What is SWOT Analysis?
SWOT analysis is a useful business management tool that allows companies to map out their business goals and marketing strategy. The SWOT framework is broken into four categories: strengths, weaknesses, opportunities, and threats.
By analyzing your company in terms of these four categories, SWOT analysis provides your company with internal and external factors that may help or hinder your business. An effective analysis equips the management team with the necessary information to establish realistic business milestones and to detect holes in your business plan. SWOT analysis also helps to point out specific aspects of your business that require further analysis.
Who Should Be Involved in the SWOT Process?
While decision makers such as owners and project managers primarily use the results, an effective SWOT analysis should be conducted by a group of people with different perspectives and responsibilities within the company.
To get the most comprehensive results, SWOT analysis should involve members from all areas of your business including sales, customer service, marketing, and design. Including employees from various areas of your business will ensure that the results of your SWOT analysis include a wide range of perspectives and valuable insights.
As an added bonus, the SWOT process is a great team building exercise and is a great way to motivate employees to adhere to company strategies.
When To Perform SWOT Analysis?
A SWOT analysis can be performed at any time, but is most effective during strategic planning phases of your business. Major Fortune 500 companies use SWOT analysis to identify new opportunities in the market and to gain insight on possible threats to growth.
Before deciding to implement new strategies or policies, performing a SWOT analysis helps to optimize your efforts by pointing out possible modifications to your plans.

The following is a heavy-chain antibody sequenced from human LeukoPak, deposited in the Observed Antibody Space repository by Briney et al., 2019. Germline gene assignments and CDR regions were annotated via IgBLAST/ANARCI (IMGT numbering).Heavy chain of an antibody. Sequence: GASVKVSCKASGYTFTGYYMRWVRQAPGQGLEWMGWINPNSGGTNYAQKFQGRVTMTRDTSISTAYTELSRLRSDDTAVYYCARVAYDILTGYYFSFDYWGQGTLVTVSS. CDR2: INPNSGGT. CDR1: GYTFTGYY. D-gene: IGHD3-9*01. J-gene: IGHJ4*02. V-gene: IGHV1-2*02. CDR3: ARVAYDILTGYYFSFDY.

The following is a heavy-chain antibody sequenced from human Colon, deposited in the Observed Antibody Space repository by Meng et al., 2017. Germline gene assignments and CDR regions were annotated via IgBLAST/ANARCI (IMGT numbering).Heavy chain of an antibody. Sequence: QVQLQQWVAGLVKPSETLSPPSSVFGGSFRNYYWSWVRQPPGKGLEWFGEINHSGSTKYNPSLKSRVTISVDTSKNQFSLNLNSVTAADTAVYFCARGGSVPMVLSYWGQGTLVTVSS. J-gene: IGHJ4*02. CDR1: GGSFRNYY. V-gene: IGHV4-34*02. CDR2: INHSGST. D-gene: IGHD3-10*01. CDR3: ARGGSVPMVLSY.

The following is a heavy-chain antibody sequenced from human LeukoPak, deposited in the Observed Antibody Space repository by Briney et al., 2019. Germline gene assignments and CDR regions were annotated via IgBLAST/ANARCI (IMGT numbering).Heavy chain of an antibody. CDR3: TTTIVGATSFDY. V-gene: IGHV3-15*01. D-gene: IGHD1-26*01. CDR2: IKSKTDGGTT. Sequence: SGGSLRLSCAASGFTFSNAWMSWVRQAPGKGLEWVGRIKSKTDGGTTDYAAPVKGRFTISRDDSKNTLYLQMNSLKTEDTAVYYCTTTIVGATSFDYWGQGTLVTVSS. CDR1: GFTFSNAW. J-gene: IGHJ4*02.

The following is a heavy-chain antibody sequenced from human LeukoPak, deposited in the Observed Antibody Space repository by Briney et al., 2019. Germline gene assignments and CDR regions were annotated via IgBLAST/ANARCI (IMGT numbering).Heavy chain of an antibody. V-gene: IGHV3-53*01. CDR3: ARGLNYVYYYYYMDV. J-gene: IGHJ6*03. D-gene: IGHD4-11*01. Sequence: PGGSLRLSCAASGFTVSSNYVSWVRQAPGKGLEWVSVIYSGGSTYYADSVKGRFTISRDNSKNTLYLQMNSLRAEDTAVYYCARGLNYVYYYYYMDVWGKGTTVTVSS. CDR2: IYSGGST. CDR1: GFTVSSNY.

How To Perform a SWOT Analysis?
First, a proper SWOT analysis requires you to evaluate four aspects of your business. These are your company’s strengths and weakness, and the potential opportunities and threats in the industry. Strengths and weakness are considered as internal aspects of the company that can be controlled and changed with effective policy. Opportunities and threats are seen as external features because they are part of the market and cannot be changed by company policy.
To begin the SWOT process, brainstorm features of each category as they apply to your company. Be careful not to just create opinionated lists of positives and negatives. It is crucial to generate results based on facts and not employee opinions. To get the best results make sure to use primary and secondary data such as financial statements, customer and employee surveys, and statistics on market trends.
At the brainstorming stage of SWOT analysis it’s best to keep criticism to a minimum. Allow ideas to flow freely and stay open to creative ideas that are “out of the box.” Also, be specific as possible with your points.
Bad example of a company strength:
“Provide exceptional customer service”
This point adds little value to your SWOT analysis because it is far too broad. Instead try being more explicit with your points as they should provide evidence of your strengths.
Great example of a company strength:
“Receive an average of 9 out of 10 for customer satisfaction on monthly customer surveys.”
The point above is a much better example of how you should frame the features of the each category because it presents factual evidence of the company’s strength and is not merely representative of employee opinions. The more specific the evidence, the easier it will be to leverage later on in your analysis.
Here is a breakdown of what to consider including in each category:
The fun part of SWOT is listing all of the advantageous characteristics that make your company remarkable. Your strengths are the positive internal features of your company that set you apart from the competition. Think about the resources your company possesses and how they give you an advantage in your industry.